‘Pressure drop, oh pressure drop, oh pressure’s gonna drop on you’ sang Toots and the Maytals in their 1969 ska classic. And so last week, two big boxes of beer from Pressure Drop brewery dropped into our office. Founded in 2012 by Graham, Sam and Ben in the humble surroundings of Graham’s garden shed, they are now producing some of the beer world’s most well-loved beers from their brewery in a railway arch in Hackney Downs, London.
On any normal order, I’d plump straight for a big old case of Pale Fire – one of the finest pale ales around that is increasingly popping up as a keg staple in London’s craft beer pubs. However, due to its enormous success, stock levels were low, so we were grateful to receive two bottles in the mixed case. You never know quite what you’re going to get with Pale Fire, as they experiment regularly with different hop combinations, but I’ve never had a bad pint of it. Expect a seriously easy-drinking beer with assertive but not cloying citrus hops and a touch of the tropical with hints of passionfruit and mango. A lovely brew.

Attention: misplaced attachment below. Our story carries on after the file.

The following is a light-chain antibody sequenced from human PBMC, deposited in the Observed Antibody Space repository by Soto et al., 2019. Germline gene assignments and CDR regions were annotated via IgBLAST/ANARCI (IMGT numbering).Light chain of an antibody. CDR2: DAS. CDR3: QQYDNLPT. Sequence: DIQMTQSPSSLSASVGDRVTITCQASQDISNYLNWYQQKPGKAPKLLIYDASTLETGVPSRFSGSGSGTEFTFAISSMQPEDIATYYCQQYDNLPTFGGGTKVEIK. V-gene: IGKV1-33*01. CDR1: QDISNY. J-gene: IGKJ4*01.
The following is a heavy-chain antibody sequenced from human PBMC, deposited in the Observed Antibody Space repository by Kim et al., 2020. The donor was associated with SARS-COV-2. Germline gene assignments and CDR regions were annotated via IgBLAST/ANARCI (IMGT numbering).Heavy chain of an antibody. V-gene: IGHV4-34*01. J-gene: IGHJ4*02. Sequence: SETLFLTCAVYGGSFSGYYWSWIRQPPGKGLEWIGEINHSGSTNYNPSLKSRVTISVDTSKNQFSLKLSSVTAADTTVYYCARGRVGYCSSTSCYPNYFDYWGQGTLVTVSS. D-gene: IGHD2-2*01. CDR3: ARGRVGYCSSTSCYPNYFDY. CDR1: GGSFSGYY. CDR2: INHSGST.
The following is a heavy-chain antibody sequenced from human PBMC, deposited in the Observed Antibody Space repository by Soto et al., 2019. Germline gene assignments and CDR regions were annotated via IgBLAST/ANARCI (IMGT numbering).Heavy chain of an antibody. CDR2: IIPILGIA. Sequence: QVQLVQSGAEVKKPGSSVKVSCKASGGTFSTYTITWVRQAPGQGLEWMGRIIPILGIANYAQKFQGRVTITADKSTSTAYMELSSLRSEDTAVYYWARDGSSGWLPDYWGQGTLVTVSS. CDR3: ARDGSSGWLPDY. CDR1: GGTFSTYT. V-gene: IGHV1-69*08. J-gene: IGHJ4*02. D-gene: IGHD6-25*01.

Another perennial favourite from Pressure Drop is Wu Gang Chops the Tree, a wheat beer with a difference named after a Chinese proverb about a poor chap called Wu Gang who chops down a magic tree, only for it to stubbornly spring back up again after every chop. Poor Wu Gang. While the proverb has become shorthand for ‘endless toil’, the beer version is a delightfully quaffable drop, but with enough foraged herbs adding to the regular clovey, sweet full-body of Hefeweisse to keep things interesting.
And now for something completely different, the murkier, more sticky and sweet Nanban Kanpai, a collaboration brew with sprightly beer enthusiast and owner of Nanban restaurant Tim Anderson. While Pale Fire and Wu Gang offer a fizzy and light drinking experience, Nanban is a much thicker, juicier brew, infused with ingredient du-jour yuzu. This is a beer for those who like tropical fruit and don’t mind a lack of carbonation in their beers – it’s a sweet hazy treat.